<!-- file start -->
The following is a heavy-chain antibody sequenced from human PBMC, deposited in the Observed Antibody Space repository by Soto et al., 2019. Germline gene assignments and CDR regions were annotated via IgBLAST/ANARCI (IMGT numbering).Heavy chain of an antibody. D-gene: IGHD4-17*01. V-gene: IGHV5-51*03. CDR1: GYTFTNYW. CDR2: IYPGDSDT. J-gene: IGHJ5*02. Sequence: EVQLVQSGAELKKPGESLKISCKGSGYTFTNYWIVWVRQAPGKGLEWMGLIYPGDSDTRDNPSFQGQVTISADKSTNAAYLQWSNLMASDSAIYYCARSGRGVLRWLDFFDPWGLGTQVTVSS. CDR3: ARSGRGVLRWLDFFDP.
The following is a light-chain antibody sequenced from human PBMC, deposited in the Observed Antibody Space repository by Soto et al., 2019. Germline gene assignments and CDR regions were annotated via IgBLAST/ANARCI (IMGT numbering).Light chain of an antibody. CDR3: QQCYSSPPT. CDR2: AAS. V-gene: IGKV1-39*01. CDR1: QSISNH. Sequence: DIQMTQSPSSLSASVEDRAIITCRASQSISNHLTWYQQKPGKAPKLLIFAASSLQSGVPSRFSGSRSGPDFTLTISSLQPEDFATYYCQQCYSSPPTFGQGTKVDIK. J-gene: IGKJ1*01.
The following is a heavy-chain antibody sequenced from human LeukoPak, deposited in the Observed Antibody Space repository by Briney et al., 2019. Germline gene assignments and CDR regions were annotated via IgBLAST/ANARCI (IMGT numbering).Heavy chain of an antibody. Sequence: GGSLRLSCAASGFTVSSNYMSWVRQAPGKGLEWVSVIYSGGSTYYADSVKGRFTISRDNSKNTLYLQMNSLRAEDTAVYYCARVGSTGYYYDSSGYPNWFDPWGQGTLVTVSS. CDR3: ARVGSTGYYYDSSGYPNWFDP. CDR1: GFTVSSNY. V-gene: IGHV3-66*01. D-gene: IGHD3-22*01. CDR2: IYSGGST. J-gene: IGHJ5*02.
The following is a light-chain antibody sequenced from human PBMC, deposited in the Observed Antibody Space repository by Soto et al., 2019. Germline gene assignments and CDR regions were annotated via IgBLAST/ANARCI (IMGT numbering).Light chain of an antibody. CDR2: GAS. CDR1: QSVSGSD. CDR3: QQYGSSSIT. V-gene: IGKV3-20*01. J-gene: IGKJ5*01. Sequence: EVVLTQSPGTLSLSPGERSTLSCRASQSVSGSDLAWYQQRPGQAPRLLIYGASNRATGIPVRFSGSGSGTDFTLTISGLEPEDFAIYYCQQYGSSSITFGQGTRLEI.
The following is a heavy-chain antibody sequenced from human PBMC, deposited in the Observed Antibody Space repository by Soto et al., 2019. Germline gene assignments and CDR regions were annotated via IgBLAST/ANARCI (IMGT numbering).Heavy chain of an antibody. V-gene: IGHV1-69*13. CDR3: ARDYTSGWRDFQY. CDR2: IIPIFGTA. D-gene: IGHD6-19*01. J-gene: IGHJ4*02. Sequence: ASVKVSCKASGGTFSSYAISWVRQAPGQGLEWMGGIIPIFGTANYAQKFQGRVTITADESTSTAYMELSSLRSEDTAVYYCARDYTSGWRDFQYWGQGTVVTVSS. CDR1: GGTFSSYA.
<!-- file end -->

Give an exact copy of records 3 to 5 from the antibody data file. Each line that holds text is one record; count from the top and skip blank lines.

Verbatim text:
The following is a heavy-chain antibody sequenced from human LeukoPak, deposited in the Observed Antibody Space repository by Briney et al., 2019. Germline gene assignments and CDR regions were annotated via IgBLAST/ANARCI (IMGT numbering).Heavy chain of an antibody. Sequence: GGSLRLSCAASGFTVSSNYMSWVRQAPGKGLEWVSVIYSGGSTYYADSVKGRFTISRDNSKNTLYLQMNSLRAEDTAVYYCARVGSTGYYYDSSGYPNWFDPWGQGTLVTVSS. CDR3: ARVGSTGYYYDSSGYPNWFDP. CDR1: GFTVSSNY. V-gene: IGHV3-66*01. D-gene: IGHD3-22*01. CDR2: IYSGGST. J-gene: IGHJ5*02.
The following is a light-chain antibody sequenced from human PBMC, deposited in the Observed Antibody Space repository by Soto et al., 2019. Germline gene assignments and CDR regions were annotated via IgBLAST/ANARCI (IMGT numbering).Light chain of an antibody. CDR2: GAS. CDR1: QSVSGSD. CDR3: QQYGSSSIT. V-gene: IGKV3-20*01. J-gene: IGKJ5*01. Sequence: EVVLTQSPGTLSLSPGERSTLSCRASQSVSGSDLAWYQQRPGQAPRLLIYGASNRATGIPVRFSGSGSGTDFTLTISGLEPEDFAIYYCQQYGSSSITFGQGTRLEI.
The following is a heavy-chain antibody sequenced from human PBMC, deposited in the Observed Antibody Space repository by Soto et al., 2019. Germline gene assignments and CDR regions were annotated via IgBLAST/ANARCI (IMGT numbering).Heavy chain of an antibody. V-gene: IGHV1-69*13. CDR3: ARDYTSGWRDFQY. CDR2: IIPIFGTA. D-gene: IGHD6-19*01. J-gene: IGHJ4*02. Sequence: ASVKVSCKASGGTFSSYAISWVRQAPGQGLEWMGGIIPIFGTANYAQKFQGRVTITADESTSTAYMELSSLRSEDTAVYYCARDYTSGWRDFQYWGQGTVVTVSS. CDR1: GGTFSSYA.